The top seeded Vancouver Canucks advanced to the Conference Finals for the first time since 1994 by defeating the tough Nashville Predators in six games. In my forecast of this series, I wrote:
Timely power play goals and the emergence of Mike Fisher as an offensive threat helped Nashville upset Anaheim. They will not have those advantages against Vancouver. The Canucks are a more rounded team and match up well against the Predators. This series will boil down to the Predators offense versus the Canucks' defense: they simply don't have enough goal scorers to win this series.
Vancouver in six games.
The Predators gave Vancouver absolutely everything within their gameplan, turning this series into a physical, defensive-minded dogfight. Nashville played well, their forwards played well, and goalie Pekka Rinne was exceptional. In the end, Vancouver played Predators-hockey and ended up victorious.
What Happened To Nashville?
They are exactly the team we knew coming into this series; tough as nails, and dependent on great goaltending and timely scoring. Unfortunately for the Predators, they ran into a Canucks team that doesn't mind playing that exact same style -- but with better (and more) offensive talent. Aside from Joel Ward (who had a breakthrough campaign for the Predators), Nashville really struggled to score. Joel Ward scored or assisted on eight of the 11 goals in the entire series. When Vancouver can focus all of their energies on one forward, it's going to be difficult for the Predators to break through, especially within their risk-free system.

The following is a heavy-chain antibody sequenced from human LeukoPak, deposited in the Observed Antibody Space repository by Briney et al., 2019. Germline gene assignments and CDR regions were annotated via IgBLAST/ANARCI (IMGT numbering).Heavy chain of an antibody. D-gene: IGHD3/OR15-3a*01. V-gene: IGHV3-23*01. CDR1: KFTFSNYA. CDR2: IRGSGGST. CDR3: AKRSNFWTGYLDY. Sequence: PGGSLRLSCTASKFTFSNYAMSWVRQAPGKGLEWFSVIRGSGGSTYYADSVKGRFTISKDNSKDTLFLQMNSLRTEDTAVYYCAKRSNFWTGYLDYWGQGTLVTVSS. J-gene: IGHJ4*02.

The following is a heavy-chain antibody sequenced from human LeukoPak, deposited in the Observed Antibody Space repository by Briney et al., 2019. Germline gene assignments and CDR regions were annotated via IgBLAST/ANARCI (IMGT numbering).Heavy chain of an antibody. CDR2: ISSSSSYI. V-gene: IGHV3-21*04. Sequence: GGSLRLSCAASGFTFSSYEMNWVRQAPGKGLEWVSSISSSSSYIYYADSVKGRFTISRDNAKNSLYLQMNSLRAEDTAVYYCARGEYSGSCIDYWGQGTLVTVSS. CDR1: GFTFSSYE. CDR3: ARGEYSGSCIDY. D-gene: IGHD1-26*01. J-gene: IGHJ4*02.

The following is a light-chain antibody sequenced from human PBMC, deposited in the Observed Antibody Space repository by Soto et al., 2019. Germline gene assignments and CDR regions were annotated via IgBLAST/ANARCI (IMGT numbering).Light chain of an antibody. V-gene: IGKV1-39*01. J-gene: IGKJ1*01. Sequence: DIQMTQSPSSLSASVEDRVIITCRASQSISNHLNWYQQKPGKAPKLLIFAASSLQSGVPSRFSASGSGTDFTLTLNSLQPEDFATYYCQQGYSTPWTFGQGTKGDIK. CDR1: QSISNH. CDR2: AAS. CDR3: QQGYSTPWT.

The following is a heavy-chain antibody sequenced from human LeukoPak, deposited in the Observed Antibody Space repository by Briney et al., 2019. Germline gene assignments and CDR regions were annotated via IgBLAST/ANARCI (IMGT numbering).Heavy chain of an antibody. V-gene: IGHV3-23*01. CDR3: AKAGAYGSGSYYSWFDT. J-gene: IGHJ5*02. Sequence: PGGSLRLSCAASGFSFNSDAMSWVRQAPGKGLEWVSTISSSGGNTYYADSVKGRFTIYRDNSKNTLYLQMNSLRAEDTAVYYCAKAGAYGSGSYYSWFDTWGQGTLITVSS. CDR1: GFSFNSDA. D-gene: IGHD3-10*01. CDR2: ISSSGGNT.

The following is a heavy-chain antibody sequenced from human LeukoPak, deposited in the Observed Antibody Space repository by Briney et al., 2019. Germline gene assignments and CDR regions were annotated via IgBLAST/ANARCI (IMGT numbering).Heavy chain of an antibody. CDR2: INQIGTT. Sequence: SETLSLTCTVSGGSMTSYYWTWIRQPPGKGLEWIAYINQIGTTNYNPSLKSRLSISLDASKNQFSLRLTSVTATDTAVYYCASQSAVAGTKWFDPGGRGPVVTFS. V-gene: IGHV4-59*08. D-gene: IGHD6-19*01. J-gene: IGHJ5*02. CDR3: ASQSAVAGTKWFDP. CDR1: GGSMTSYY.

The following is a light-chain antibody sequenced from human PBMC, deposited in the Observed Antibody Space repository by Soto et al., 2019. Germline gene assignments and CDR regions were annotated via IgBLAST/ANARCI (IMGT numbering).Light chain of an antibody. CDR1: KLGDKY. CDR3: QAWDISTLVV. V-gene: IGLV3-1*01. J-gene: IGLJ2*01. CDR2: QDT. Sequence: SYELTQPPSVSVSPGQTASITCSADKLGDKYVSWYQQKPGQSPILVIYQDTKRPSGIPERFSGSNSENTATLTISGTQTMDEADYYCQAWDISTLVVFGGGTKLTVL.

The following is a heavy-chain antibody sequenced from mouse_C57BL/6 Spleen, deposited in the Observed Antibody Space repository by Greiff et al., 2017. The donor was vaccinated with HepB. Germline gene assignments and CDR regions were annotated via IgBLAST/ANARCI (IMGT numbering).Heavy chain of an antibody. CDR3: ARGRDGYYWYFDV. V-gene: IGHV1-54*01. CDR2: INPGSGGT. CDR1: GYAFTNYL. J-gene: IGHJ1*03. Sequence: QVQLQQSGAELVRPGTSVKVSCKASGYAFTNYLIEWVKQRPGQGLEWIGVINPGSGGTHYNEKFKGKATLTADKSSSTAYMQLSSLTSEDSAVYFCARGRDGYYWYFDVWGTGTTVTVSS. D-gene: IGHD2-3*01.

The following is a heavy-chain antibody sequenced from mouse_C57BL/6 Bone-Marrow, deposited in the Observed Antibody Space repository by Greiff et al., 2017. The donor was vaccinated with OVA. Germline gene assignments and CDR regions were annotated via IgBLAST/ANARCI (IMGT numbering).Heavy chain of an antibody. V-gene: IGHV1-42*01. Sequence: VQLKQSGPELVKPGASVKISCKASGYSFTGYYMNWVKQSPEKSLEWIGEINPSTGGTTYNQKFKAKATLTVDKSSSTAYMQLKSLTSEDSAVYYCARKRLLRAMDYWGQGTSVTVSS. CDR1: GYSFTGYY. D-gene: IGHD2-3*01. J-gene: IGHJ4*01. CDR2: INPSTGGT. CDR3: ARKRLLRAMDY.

The Predators scored only one power-play goal all series, a dramatic dropoff from their quarterfinal against the Anaheim Ducks. They were unable to take advantage of special teams, and that is why they are heading back to Tennessee for the summer.
They have the pieces in place to be an annual playoff participant, but Nashville needs to find some offensive talent to give them the balance to advance further than the second round.
What Have We Learned About Vancouver?
The Canucks have become mentally tough. Less than 48 hours after defeating the Chicago Blackhawks in a nail-biting Game Seven, they played a completely different style against a more physical opponent. No matter how good Rinne was in net, no matter how physical Shea Weber played their forwards, Vancouver found an answer. Roberto Luongo did enough against the outmatched Predators offense to silence the doubters demanding his benching in the quarterfinals. Nashville focused on shutting down Henrik Sedin and Daniel Sedin; they were very successful in this regard. But Nashville doesn't have enough defensemen to shut down elite forward Ryan Kesler, who is making the leap into superstardom. Kesler was by far the best player in the series, with five goals and five assists. Vancouver needed him to stand out, and his performance was the difference between these two teams in this series.
Vancouver won the President's Cup during the regular season, and for good reason. Luongo has stabilized, the defense can play physical and tight, or loose and aggressive, and Vancouver boasts three superstar forwards that will challenge any defensive corps. They are the obvious favorites from a talent standpoint; this Nashville series displayed the mental toughness that was their only question.
The Canucks are the favorites to win the Stanley Cup, there are no questions about this team that remain unanswered.